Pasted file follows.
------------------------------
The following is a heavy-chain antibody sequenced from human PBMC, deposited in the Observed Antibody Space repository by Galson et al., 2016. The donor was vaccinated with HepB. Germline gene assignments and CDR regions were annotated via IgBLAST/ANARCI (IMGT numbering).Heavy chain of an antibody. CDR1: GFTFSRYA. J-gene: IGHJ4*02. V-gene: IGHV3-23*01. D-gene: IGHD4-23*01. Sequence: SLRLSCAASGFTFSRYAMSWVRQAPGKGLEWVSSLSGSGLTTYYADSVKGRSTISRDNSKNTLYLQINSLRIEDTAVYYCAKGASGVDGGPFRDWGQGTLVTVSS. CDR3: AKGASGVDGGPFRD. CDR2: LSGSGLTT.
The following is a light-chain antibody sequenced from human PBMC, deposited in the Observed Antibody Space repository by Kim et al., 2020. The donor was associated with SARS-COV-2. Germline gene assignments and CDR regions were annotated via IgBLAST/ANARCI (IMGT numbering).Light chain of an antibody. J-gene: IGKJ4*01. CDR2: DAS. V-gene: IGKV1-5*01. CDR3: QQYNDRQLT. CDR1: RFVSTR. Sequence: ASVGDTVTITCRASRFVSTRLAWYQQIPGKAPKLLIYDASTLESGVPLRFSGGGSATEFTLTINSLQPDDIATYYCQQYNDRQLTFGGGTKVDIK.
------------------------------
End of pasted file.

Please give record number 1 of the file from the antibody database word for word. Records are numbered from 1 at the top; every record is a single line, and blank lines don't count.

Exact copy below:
The following is a heavy-chain antibody sequenced from human PBMC, deposited in the Observed Antibody Space repository by Galson et al., 2016. The donor was vaccinated with HepB. Germline gene assignments and CDR regions were annotated via IgBLAST/ANARCI (IMGT numbering).Heavy chain of an antibody. CDR1: GFTFSRYA. J-gene: IGHJ4*02. V-gene: IGHV3-23*01. D-gene: IGHD4-23*01. Sequence: SLRLSCAASGFTFSRYAMSWVRQAPGKGLEWVSSLSGSGLTTYYADSVKGRSTISRDNSKNTLYLQINSLRIEDTAVYYCAKGASGVDGGPFRDWGQGTLVTVSS. CDR3: AKGASGVDGGPFRD. CDR2: LSGSGLTT.